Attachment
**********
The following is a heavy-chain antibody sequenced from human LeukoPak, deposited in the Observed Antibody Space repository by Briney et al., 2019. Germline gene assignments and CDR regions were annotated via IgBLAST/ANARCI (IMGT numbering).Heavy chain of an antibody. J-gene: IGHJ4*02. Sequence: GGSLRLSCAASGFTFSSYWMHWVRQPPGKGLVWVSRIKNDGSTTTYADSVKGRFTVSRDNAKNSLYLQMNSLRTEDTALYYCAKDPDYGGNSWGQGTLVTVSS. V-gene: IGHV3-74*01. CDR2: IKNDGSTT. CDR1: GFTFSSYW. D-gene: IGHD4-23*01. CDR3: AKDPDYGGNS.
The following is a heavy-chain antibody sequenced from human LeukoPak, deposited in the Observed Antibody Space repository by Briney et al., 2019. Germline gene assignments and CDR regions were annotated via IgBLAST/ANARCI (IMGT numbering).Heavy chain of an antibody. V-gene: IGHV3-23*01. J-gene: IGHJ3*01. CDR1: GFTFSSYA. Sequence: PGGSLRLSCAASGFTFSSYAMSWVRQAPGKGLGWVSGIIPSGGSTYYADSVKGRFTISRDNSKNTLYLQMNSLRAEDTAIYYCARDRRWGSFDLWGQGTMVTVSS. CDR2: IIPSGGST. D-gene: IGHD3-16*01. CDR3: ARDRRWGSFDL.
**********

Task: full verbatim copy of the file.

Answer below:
The following is a heavy-chain antibody sequenced from human LeukoPak, deposited in the Observed Antibody Space repository by Briney et al., 2019. Germline gene assignments and CDR regions were annotated via IgBLAST/ANARCI (IMGT numbering).Heavy chain of an antibody. J-gene: IGHJ4*02. Sequence: GGSLRLSCAASGFTFSSYWMHWVRQPPGKGLVWVSRIKNDGSTTTYADSVKGRFTVSRDNAKNSLYLQMNSLRTEDTALYYCAKDPDYGGNSWGQGTLVTVSS. V-gene: IGHV3-74*01. CDR2: IKNDGSTT. CDR1: GFTFSSYW. D-gene: IGHD4-23*01. CDR3: AKDPDYGGNS.
The following is a heavy-chain antibody sequenced from human LeukoPak, deposited in the Observed Antibody Space repository by Briney et al., 2019. Germline gene assignments and CDR regions were annotated via IgBLAST/ANARCI (IMGT numbering).Heavy chain of an antibody. V-gene: IGHV3-23*01. J-gene: IGHJ3*01. CDR1: GFTFSSYA. Sequence: PGGSLRLSCAASGFTFSSYAMSWVRQAPGKGLGWVSGIIPSGGSTYYADSVKGRFTISRDNSKNTLYLQMNSLRAEDTAIYYCARDRRWGSFDLWGQGTMVTVSS. CDR2: IIPSGGST. D-gene: IGHD3-16*01. CDR3: ARDRRWGSFDL.